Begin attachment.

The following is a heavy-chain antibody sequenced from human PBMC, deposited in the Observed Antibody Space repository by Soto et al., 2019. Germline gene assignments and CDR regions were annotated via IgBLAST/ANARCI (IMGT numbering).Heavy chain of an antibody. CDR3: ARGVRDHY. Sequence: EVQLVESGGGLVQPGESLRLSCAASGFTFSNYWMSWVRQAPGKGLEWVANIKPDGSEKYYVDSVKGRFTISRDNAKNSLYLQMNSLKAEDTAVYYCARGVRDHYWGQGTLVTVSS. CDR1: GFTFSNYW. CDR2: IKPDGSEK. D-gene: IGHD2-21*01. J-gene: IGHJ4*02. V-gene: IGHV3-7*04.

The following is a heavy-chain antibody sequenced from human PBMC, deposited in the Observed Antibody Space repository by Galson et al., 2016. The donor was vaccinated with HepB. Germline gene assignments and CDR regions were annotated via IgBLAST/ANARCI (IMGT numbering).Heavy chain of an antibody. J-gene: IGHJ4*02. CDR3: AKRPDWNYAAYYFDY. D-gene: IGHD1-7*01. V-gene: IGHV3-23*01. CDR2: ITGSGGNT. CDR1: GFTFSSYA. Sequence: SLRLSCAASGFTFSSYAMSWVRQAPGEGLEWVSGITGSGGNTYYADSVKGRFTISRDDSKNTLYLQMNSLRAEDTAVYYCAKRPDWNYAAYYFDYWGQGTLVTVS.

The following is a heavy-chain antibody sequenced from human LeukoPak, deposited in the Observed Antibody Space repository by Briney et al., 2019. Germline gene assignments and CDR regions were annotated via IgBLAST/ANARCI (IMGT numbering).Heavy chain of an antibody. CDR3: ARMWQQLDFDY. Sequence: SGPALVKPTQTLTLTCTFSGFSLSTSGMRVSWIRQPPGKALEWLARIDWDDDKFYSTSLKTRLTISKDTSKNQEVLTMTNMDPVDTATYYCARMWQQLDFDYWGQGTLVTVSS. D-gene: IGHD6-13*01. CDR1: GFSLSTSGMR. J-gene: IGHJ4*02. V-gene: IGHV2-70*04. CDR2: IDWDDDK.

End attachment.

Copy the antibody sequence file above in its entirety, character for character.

The following is a heavy-chain antibody sequenced from human PBMC, deposited in the Observed Antibody Space repository by Soto et al., 2019. Germline gene assignments and CDR regions were annotated via IgBLAST/ANARCI (IMGT numbering).Heavy chain of an antibody. CDR3: ARGVRDHY. Sequence: EVQLVESGGGLVQPGESLRLSCAASGFTFSNYWMSWVRQAPGKGLEWVANIKPDGSEKYYVDSVKGRFTISRDNAKNSLYLQMNSLKAEDTAVYYCARGVRDHYWGQGTLVTVSS. CDR1: GFTFSNYW. CDR2: IKPDGSEK. D-gene: IGHD2-21*01. J-gene: IGHJ4*02. V-gene: IGHV3-7*04.

The following is a heavy-chain antibody sequenced from human PBMC, deposited in the Observed Antibody Space repository by Galson et al., 2016. The donor was vaccinated with HepB. Germline gene assignments and CDR regions were annotated via IgBLAST/ANARCI (IMGT numbering).Heavy chain of an antibody. J-gene: IGHJ4*02. CDR3: AKRPDWNYAAYYFDY. D-gene: IGHD1-7*01. V-gene: IGHV3-23*01. CDR2: ITGSGGNT. CDR1: GFTFSSYA. Sequence: SLRLSCAASGFTFSSYAMSWVRQAPGEGLEWVSGITGSGGNTYYADSVKGRFTISRDDSKNTLYLQMNSLRAEDTAVYYCAKRPDWNYAAYYFDYWGQGTLVTVS.

The following is a heavy-chain antibody sequenced from human LeukoPak, deposited in the Observed Antibody Space repository by Briney et al., 2019. Germline gene assignments and CDR regions were annotated via IgBLAST/ANARCI (IMGT numbering).Heavy chain of an antibody. CDR3: ARMWQQLDFDY. Sequence: SGPALVKPTQTLTLTCTFSGFSLSTSGMRVSWIRQPPGKALEWLARIDWDDDKFYSTSLKTRLTISKDTSKNQEVLTMTNMDPVDTATYYCARMWQQLDFDYWGQGTLVTVSS. D-gene: IGHD6-13*01. CDR1: GFSLSTSGMR. J-gene: IGHJ4*02. V-gene: IGHV2-70*04. CDR2: IDWDDDK.